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Match Analysis

Lyon's apprentice Murphy tops his master in the rough of Nagpur

Murphy shelved the overspin typical of bowling in Australia and consistently bowled around 95kph with high side spin, and had five wickets to show for it

Alex Malcolm
Alex Malcolm
10-Feb-2023
Eleven months ago, Todd Murphy had played just one first-class match. He was a contracted player with Victoria, having played in an Under-19 World Cup for Australia, but was biding his time in grade cricket for St Kilda.
On March 12 last year, he was playing at Russell Lucas Oval in Ringwood, in Melbourne's outer eastern suburbs. His two victims that day were Melbourne Stars opener Tom Rogers and USA and Hampshire batter Ian Holland.
Eleven months on, in Nagpur, Murphy knocked over KL Rahul, R Ashwin, Cheteshwar Pujura, Virat Kohli and KS Bharat, in that order, to become the first Australian spinner since Nathan Lyon to take five wickets on Test debut.
"It's been a pretty special couple of days and to top it off with a five-wicket haul on debut is more than I ever hoped for," Murphy said after play on the second day of the Test.
He did it while outbowling his mentor Lyon, 13 years, 115 Tests and 460 wickets his senior before the game. He did it having nearly not been selected at all for this Test match.
It was a remarkable performance from Australia's newest cricket hero, unassuming, bespectacled, and affectionately nicknamed "Goggles" at St Kilda.
He didn't do it in the same manner as Jason Krejza had in Nagpur 15 years ago. It wasn't a host of brilliant big ripping offbreaks while conceding 4.90 an over. He did with outstanding control of length and line. He did get a touch fortuitous with his dismissals of Pujara and Kohli with arguably his worst two balls. But they were reward for the pressure he built with his consistency.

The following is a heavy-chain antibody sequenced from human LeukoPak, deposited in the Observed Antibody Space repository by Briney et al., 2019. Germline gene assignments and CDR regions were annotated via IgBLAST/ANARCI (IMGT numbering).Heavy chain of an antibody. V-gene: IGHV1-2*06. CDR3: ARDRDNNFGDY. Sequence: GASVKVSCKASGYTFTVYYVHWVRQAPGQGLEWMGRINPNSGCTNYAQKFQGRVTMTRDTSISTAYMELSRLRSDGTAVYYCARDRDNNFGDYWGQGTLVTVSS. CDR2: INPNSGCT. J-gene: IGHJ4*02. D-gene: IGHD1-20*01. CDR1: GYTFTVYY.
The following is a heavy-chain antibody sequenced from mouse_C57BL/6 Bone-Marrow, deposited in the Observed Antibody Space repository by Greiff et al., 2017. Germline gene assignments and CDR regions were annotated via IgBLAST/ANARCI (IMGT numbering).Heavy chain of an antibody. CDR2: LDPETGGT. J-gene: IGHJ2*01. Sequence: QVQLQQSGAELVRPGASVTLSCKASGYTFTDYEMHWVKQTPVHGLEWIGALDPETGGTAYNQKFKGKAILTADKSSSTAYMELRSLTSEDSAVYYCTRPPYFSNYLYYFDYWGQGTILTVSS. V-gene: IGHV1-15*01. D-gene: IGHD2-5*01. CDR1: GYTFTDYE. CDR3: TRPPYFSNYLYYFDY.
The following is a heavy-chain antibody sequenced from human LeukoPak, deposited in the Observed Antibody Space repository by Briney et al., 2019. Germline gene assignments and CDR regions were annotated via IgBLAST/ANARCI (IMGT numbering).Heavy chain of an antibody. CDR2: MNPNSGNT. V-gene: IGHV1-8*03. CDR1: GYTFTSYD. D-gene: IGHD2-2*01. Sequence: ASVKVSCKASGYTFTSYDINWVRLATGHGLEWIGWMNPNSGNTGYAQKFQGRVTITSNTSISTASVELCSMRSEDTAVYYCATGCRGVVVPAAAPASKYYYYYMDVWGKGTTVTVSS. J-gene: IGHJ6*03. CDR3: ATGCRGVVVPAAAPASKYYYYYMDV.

It was the reason he was finally selected ahead of Ashton Agar. Australia's selectors had a preference to play a left-arm orthodox in Nagpur as they had chosen in Sydney against South Africa, both to complement Lyon and match up well against India's right-hand dominant top order. There was a worry that a second right-arm offspinner would be surplus to requirements.
Yet, those in Victoria were shouting to anyone who would listen that Murphy had a far superior record to right-handers in first-class cricket. And so it proved. Murphy's five victims were all right-handers with a combined total of 58 Test centuries.
"Observing everything and competing in the nets and bowling to the Sri Lankans, I took a lot of confidence out of that and reflected and went back, trusted myself a bit more, and thought 'what I've got can be good enough' and believe in that"